It just so happens that the Arena (2D Physics Engine) module defines an AbstractArena class that already implements IDocument for us. In fact, the AbstractArena class already has a DataTemplate defined for it that gives us a basic View. The DataTemplate renders the Arena as a Canvas, and renders objects in the 2D Physics engine as PathGeometry UI elements at the appropriate position on the Canvas (based on their position in "space" calculated in the Physics engine). So, defining our first document is as simple as inheriting from AbstractArena and using the MEF Export attribute to tell the Workbench that we exist:

using SoapBox.Core;
using System.ComponentModel.Composition;

namespace SoapBox.Demo.PinBall
    [Export(SoapBox.Core.ExtensionPoints.Workbench.Documents, typeof(IDocument))]
    [Export(CompositionPoints.PinBall.PinBallTable, typeof(PinBallTable))]
    [Document(Name = PinBallTable.DOCUMENT_NAME)]
    public class PinBallTable : AbstractArena, IPartImportsSatisfiedNotification
        public const string DOCUMENT_NAME = "PinBallTable";

        public PinBallTable()
            // IDocument properties
            Name = DOCUMENT_NAME;
            Title = Resources.Strings.Arena_PinBallTable_Title;

            Gravity = new ArenaVector(0.0f, -800.0f);
            Scale = 0.5f; // screen elements per physics unit

            // Create 3 pinballs
            PinBalls.Add(new PinBall(this, new Point(-100f, 0)));
            PinBalls.Add(new PinBall(this, new Point(0, 0)));
            PinBalls.Add(new PinBall(this, new Point(100f, 0)));
            foreach (PinBall ball in PinBalls)

            // Lots of other stuff removed here...

        [Import(SoapBox.Core.Services.Logging.LoggingService, typeof(ILoggingService))]
        private ILoggingService logger { get; set; }

        [Import(SoapBox.Core.Services.Host.ExtensionService, typeof(IExtensionService))]
        private IExtensionService extensionService { get; set; }

			typeof(IExecutableCommand), AllowRecomposition=true)]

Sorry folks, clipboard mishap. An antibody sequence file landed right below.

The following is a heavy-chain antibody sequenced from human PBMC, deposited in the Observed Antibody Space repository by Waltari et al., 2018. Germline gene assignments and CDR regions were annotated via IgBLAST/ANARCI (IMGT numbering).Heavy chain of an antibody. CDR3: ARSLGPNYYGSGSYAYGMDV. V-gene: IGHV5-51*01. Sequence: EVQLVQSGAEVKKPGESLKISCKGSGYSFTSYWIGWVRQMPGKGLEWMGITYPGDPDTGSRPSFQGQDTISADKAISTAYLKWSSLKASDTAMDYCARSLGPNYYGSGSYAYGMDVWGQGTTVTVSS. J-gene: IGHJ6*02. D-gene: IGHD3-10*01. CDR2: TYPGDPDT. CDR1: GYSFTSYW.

private IEnumerable<IExecutableCommand> gameOverCommands { get; set; }

        private IList<IExecutableCommand> m_gameOverCommands = null;

        public void OnImportsSatisfied()
            m_gameOverCommands = extensionService.Sort(gameOverCommands);

        // Lots of other stuff removed here...

        public Collection<PinBall> PinBalls
                return m_PinBalls;
        private readonly Collection<PinBall> m_PinBalls =
                new Collection<PinBall>();

So, what's happening here? First, we're using MEF to export ourselves as an IDocument type, specifically for the contract name SoapBox.Core.ExtensionPoints.Workbench.Documents. When the Host starts, it begins by looking for a Window that exports itself as the contract SoapBox.Core.CompositionPoints.App.MainWindow. In our case, that's the Workbench. The Workbench constructor imports a list of documents. That means, this class will be instantiated and passed to a property of Workbench when the application runs. This process in MEF is called Composition.

We're actually exporting this class as a PinBallTable under a different contract as well. That's so that other parts of the application can find this specific extension object, rather than just the collection of documents as a whole.

During the composition, this class actually imports objects exported by other parts. Therefore, we have some properties defined with the Import attribute. In our case, we want a reference to the logging service, so one of the imports is [Import(SoapBox.Core.Services.Logging.LoggingService, typeof(ILoggingService))]. Now, we can log debug, error, and trace information.